The seminar's essential objectives are to give participants an effective grounding in: 1) Kawaida though and practice; 2) critical issues and literature in Black Studies; 3) Afrocentric critical thinking within a Kawaida framework and 4) critical analysis of major current events on the local, national and international; level. Outlines will be provided. Also a certificate of completion is given at the end of the seminar.

Seminar conducted by Dr. Maulana Karenga, professor and chair, Department of Black Studies, California State University at Long Beach and executive director, KIPAS.

Call for further information on registration, location, housing and transportation.

Kawaida Institute of Pan-African Studies
2560 W. 54th Street, LA, CA 90043-2613
(323) 299-6124; fax (323) 299-0261


At The Center - Selected Audio Tapes Available

June Soul Sessions

June 2
"The State of Black People & Politics in California"
Mr. Rod Wright
, recently elected Assemblyman, 48th District; district administrator, Congresswoman Maxine Waters; member, California Democratic State Central Committee.
June 9
"Puerto Rico: People, Places, & Perspectives"
- Slide Presentation & Discussion
Mr. Mpinduzi Khuthaza, advocate, Us; chair, Organization and Alliance Committee; freelance photographer.
June 15
Mary McLeod Bethune Institute
Saturday School
, cultural outing for children ages 3-11.
June 16
In honor of Father's Day we will not hold our regular Soul Session today so that each and all of us might do something special with and for our fathers.
June 23
Memorial Celebration of the Life & Work of Ms. Ella Fitzgerald
Ms. Natalie Owes-Chatters
, community activist, Jazz teacher.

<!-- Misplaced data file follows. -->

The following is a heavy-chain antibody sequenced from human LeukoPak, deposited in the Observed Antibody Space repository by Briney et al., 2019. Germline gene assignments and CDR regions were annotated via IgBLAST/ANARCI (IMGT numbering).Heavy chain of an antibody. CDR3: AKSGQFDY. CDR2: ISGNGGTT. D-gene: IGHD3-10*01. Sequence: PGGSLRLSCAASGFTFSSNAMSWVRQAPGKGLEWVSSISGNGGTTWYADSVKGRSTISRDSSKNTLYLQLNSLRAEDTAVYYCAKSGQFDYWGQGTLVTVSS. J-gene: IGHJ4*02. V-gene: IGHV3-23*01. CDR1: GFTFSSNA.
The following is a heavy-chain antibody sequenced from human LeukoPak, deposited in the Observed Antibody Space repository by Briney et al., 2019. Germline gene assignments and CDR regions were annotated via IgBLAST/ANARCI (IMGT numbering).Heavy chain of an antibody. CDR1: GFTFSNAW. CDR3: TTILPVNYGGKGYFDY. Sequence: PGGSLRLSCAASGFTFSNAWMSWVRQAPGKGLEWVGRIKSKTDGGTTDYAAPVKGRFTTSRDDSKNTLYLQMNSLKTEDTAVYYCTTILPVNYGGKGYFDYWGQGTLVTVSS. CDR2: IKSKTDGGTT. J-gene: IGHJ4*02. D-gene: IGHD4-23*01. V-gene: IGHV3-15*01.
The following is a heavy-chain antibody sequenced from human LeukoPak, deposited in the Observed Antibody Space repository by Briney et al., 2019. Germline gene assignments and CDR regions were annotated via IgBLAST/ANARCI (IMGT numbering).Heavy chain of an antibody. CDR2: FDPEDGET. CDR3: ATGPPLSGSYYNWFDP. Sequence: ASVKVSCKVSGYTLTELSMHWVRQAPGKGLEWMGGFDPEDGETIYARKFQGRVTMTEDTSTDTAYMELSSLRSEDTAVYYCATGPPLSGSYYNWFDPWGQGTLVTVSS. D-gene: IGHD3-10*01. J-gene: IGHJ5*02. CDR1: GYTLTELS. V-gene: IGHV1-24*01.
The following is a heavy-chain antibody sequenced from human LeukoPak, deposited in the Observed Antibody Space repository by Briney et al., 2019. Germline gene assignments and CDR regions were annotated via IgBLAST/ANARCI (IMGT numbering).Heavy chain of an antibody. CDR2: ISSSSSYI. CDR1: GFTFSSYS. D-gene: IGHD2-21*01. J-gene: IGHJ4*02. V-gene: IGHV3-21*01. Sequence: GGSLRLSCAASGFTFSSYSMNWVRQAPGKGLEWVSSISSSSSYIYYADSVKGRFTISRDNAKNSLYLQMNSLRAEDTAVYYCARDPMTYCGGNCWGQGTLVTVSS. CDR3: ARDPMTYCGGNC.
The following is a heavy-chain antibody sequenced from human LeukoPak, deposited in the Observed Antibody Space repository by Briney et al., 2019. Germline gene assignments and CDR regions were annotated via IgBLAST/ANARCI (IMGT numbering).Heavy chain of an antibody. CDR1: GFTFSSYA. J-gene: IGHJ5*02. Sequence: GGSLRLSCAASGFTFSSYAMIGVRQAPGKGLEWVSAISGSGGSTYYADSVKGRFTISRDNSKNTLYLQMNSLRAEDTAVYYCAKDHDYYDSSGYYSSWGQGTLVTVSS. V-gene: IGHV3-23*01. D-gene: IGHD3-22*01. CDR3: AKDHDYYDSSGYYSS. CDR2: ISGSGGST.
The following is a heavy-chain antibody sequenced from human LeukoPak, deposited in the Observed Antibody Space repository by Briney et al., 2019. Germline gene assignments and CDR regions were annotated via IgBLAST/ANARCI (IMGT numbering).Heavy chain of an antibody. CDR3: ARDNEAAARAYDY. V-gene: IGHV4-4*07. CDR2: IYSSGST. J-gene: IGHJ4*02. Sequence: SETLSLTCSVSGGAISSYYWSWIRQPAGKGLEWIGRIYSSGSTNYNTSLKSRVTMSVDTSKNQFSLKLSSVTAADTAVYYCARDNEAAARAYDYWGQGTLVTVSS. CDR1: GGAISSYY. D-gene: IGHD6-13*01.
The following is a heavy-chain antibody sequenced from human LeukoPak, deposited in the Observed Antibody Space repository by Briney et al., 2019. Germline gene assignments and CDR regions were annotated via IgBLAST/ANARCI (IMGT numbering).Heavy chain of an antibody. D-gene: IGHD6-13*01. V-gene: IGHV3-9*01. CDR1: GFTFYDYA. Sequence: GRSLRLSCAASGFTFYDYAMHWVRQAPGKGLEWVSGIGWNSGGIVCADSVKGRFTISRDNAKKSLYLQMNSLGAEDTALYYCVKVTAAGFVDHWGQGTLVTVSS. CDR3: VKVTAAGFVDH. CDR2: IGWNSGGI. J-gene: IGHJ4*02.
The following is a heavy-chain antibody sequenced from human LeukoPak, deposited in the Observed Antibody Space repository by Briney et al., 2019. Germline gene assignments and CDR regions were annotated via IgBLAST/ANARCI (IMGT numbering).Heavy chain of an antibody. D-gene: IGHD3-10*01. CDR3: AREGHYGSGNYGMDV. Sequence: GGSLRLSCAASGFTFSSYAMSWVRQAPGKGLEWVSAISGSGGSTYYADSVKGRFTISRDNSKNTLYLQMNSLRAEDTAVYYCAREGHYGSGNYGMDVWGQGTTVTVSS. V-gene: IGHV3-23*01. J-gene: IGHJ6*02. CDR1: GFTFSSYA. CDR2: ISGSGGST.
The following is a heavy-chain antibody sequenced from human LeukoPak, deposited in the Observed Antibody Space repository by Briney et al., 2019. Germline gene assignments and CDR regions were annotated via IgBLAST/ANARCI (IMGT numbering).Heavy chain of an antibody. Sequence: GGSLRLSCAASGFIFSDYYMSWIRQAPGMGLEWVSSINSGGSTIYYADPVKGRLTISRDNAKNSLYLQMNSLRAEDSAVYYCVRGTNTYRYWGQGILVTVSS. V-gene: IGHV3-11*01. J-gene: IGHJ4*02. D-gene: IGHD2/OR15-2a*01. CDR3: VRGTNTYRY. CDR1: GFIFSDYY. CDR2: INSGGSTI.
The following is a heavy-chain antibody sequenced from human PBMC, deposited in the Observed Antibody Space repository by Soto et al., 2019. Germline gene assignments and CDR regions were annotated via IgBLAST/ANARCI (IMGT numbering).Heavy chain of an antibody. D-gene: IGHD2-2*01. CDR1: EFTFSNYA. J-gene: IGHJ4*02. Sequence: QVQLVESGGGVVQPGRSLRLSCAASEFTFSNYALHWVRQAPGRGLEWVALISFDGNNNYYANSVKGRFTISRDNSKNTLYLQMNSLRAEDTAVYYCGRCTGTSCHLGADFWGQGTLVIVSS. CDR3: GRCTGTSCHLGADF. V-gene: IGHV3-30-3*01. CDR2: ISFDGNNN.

Dr. Maulana Karenga, chair, Us;
various artists and community participants.
June 30
"Togetherness in Love & Struggle:
  Reaffirming Tradition and Reason"

Dr. Maulana Karenga, professor and chair, Department of Black Studies, CSULB; chair, The Organization Us; author, Introduction to Black Studies.

July Soul Sessions

July 7
Due to Us' participation in the annual International African Art Festival and the NAKO (National Association of Kawaida Organizations) Symposium on critical issues in Brooklyn, New York, 3-7 July, our regularly scheduled lecture-discussion will not be held. This year's theme is "Kawaida: Tradition and Reason" in honor of the philosophy and work of the Organization Us, Dr. Maulana Karenga, and his co-worker and wife, Seba Tiamoyo Karenga. (See article, page 1)
July 14
"The Moors in Spain: Towards An Accurate History" - Slide Presentation & Discussion
Ms. Yvonne Clark, undergraduate, California State University Dominquez Hills; student of African history; lecturer.
July 21
"CCRI & Affirmative Action:
Holding Ground & Defending Gains"
Mr. Kalem Aquil
, chair, October 16, Organizing Committee. Seba Subira Kifano, assistant director, African American Cultural Center. Mr. Joselito Laundencia, Southern Regional Field Director, Californians for Justice. Mr. Anthony Thigpenn, founder, AGENDA (Action for Grassroots Empowerment and Neighborhood Development Alternatives).
July 28
"Defining the Black Agenda:
  Burnings, Conventions, and the Reality of Race"
Dr. Maulana Karenga
, professor and chair, Department of Black Studies, CSULB; chair, Us; director, African American Cultural Center; creator of Kwanzaa; author Introduction to Black Studies and Kawaida Theory (Forthcoming, August 1996)

Selected Audio Tapes Available

For more information on the Organization Us
and the African American Cultural Center,
please call (323) 299-6124.

Copyright© 1999 Us Organization, All rights reserved.
Reproduction in full or part is prohibited without permission

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Last updated: 12/04/99